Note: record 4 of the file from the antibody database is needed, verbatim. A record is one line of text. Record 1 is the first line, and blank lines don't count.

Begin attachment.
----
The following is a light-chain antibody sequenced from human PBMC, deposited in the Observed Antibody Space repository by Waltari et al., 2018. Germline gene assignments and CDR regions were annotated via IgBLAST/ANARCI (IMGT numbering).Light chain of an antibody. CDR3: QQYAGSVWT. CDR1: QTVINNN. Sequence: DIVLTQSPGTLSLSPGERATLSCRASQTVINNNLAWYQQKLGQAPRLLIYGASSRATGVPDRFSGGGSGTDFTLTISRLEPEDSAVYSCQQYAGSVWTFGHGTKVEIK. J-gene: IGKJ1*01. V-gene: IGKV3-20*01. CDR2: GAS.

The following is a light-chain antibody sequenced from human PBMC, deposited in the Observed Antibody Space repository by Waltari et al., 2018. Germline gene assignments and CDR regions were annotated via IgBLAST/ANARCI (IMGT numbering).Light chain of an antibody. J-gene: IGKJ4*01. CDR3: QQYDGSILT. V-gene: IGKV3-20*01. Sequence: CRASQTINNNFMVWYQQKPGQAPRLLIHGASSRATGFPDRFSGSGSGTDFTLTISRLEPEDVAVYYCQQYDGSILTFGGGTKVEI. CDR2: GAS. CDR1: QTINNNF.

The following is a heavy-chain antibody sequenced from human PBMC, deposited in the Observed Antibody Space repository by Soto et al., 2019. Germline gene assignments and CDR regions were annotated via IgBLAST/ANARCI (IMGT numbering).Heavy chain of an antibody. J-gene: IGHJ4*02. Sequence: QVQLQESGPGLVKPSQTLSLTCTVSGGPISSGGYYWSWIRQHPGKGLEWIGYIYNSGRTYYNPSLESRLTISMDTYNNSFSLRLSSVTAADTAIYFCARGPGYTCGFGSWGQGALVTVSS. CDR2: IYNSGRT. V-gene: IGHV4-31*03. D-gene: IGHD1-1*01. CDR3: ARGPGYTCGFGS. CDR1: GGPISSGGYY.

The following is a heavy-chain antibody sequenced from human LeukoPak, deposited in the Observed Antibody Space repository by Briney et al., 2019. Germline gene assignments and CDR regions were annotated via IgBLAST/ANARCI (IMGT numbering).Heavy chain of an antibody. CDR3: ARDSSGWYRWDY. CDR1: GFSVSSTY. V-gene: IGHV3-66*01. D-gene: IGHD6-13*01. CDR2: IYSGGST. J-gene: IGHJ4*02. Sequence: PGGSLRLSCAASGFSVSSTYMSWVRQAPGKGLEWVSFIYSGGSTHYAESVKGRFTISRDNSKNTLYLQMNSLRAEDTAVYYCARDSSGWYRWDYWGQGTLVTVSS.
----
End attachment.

The following is a heavy-chain antibody sequenced from human LeukoPak, deposited in the Observed Antibody Space repository by Briney et al., 2019. Germline gene assignments and CDR regions were annotated via IgBLAST/ANARCI (IMGT numbering).Heavy chain of an antibody. CDR3: ARDSSGWYRWDY. CDR1: GFSVSSTY. V-gene: IGHV3-66*01. D-gene: IGHD6-13*01. CDR2: IYSGGST. J-gene: IGHJ4*02. Sequence: PGGSLRLSCAASGFSVSSTYMSWVRQAPGKGLEWVSFIYSGGSTHYAESVKGRFTISRDNSKNTLYLQMNSLRAEDTAVYYCARDSSGWYRWDYWGQGTLVTVSS.